Unit 5 in the APUSH Exam
This time period extends from 1607 to 1754 and counts for 10% of recommended instructional content for an AP class. There are two key concepts for this time period.
KEY CONCEPT 5.1
The United States became more connected with the world, pursued an expansionist foreign policy in the Western Hemisphere, and emerged as the destination for many migrants from other countries.
KEY CONCEPT 5.2
Intensified by expansion and deepening regional divisions, debates over slavery and other economic, cultural, and political issues led the nation into civil war.
KEY CONCEPT 5.3
The Union victory in the Civil War and the contested reconstruction of the South settled the issues of slavery and secession but left unresolved many questions about the power of the federal government and citizenship rights.
AP U.S. History Period 5 focuses on the social and political effects of the antebellum period, the Civil War, and Reconstruction.
During this period, the United States also experienced a wave of immigration from western European countries, especially Ireland and Germany. The “Know Nothing Party” and other nativist groups used anti-immigrant rhetoric to try to influence the power of these new immigrant groups.
American history in the middle of the nineteenth century was dominated by a push to expand the country from “sea to sea” under an ideology called Manifest Destiny. The discovery of gold in California in the late 1840s caused hundreds of thousands of people to rush to the west coast.
The expansion into new territories intensified the tension between free and slave states in the Union. While the United States was able to maintain a rough balance for much of its history, by the 1850s, the balance was tipping toward free states. Political tensions came to a head with the election of Abraham Lincoln in 1860. President Lincoln came to power without a single Southern vote. Almost immediately after his election, the Southern states voted to secede from the Union.
While slavery was a major issue dividing the North and the South, there were also other factors that served to divide the two parts of the country. The North and the South had very different economic landscapes. They also had different value systems and ideas about states’ rights.
Many of these tensions were still unresolved when the Civil War officially came to a close. The period after the war was called “Reconstruction” because the goal was to “reconstruct,” or “rebuild,” the Union that had been broken by the war. The initial goal of Reconstruction was to guarantee rights for African-Americans, a goal that came to fruition in the thirteenth, fourteenth, and fifteenth amendments.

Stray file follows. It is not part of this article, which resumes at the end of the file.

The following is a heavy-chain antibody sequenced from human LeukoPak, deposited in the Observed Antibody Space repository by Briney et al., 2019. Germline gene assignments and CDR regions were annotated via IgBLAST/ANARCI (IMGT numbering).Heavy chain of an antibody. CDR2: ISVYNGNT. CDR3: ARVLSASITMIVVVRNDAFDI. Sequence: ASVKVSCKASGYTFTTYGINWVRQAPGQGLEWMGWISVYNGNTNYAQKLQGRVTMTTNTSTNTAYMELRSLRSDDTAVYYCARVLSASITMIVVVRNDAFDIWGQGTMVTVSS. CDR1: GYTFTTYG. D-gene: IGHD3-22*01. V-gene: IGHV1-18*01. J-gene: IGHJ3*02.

In 1877, however, Reconstruction was abandoned. Almost all of the social improvements made in the lives of African Americans were eliminated as Southern politicians began the process of reversing the federal guidelines implemented during Reconstruction.
1850 The Compromise of 1850 admitted California to the Union. Part of this compromise imposed the Fugitive Slave Law on northerners.
1852 Harriet Beecher Stowe published Uncle Tom’s Cabin.
1857 The Dred Scott decision ruled that slaves were not considered citizens and did not have the right to sue in federal courts.
1860 Abraham Lincoln elected president of the United States. Almost immediately, South Carolina seceded from the Union.
1863 President Lincoln issued the Emancipation Proclamation to free the slaves in the states currently in rebellion against the Union.
1865 Union soldiers led by General Gordon Granger are able to overcome southern rebels still resisting emancipation laws. General Granger announces federal orders that all people held as slaves in Texas are free.
1867 Congress gained greater control over the South through the Reconstruction Acts of 1867.
1877 The Compromise of 1877 withdrew federal troops from the South in exchange for electing a Democratic leader to the president’s Cabinet.
Nativist A native born person or group that opposes immigrants.
Manifest Destiny The belief that Americans were destined to spread the United States from coast to coast.
Abraham Lincoln The 16th president of the United States who was determined to preserve the Union at all costs; his election set in motion the Civil War.
Reconstruction The period after the Civil War during which Northern political leaders imposed strict regulations and governance on the South so that the South could rejoin the Union.
The best way to get better at something is by practicing.
That’s why it’s so important that you take practice tests to help you get better at the AP European History Exam. Only then can you expect to get a good score—and even improve your score.
Download your free AP® European History practice test HERE.
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